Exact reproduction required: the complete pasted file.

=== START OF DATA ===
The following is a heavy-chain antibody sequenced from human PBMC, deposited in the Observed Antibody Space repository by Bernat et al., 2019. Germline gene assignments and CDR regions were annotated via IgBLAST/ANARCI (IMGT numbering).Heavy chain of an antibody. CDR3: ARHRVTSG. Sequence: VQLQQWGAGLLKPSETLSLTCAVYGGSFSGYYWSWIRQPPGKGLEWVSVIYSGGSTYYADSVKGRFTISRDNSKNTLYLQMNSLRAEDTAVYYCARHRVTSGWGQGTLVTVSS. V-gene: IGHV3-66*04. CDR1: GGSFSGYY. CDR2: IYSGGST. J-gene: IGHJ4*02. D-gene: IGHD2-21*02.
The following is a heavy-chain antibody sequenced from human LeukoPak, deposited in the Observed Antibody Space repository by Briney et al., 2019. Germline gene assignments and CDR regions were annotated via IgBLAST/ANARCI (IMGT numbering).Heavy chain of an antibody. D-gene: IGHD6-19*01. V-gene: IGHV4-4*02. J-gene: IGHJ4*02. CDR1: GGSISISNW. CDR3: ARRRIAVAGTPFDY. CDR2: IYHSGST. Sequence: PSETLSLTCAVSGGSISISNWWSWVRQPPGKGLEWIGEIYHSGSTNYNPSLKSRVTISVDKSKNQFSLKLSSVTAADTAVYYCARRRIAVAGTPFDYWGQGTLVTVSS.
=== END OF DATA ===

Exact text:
The following is a heavy-chain antibody sequenced from human PBMC, deposited in the Observed Antibody Space repository by Bernat et al., 2019. Germline gene assignments and CDR regions were annotated via IgBLAST/ANARCI (IMGT numbering).Heavy chain of an antibody. CDR3: ARHRVTSG. Sequence: VQLQQWGAGLLKPSETLSLTCAVYGGSFSGYYWSWIRQPPGKGLEWVSVIYSGGSTYYADSVKGRFTISRDNSKNTLYLQMNSLRAEDTAVYYCARHRVTSGWGQGTLVTVSS. V-gene: IGHV3-66*04. CDR1: GGSFSGYY. CDR2: IYSGGST. J-gene: IGHJ4*02. D-gene: IGHD2-21*02.
The following is a heavy-chain antibody sequenced from human LeukoPak, deposited in the Observed Antibody Space repository by Briney et al., 2019. Germline gene assignments and CDR regions were annotated via IgBLAST/ANARCI (IMGT numbering).Heavy chain of an antibody. D-gene: IGHD6-19*01. V-gene: IGHV4-4*02. J-gene: IGHJ4*02. CDR1: GGSISISNW. CDR3: ARRRIAVAGTPFDY. CDR2: IYHSGST. Sequence: PSETLSLTCAVSGGSISISNWWSWVRQPPGKGLEWIGEIYHSGSTNYNPSLKSRVTISVDKSKNQFSLKLSSVTAADTAVYYCARRRIAVAGTPFDYWGQGTLVTVSS.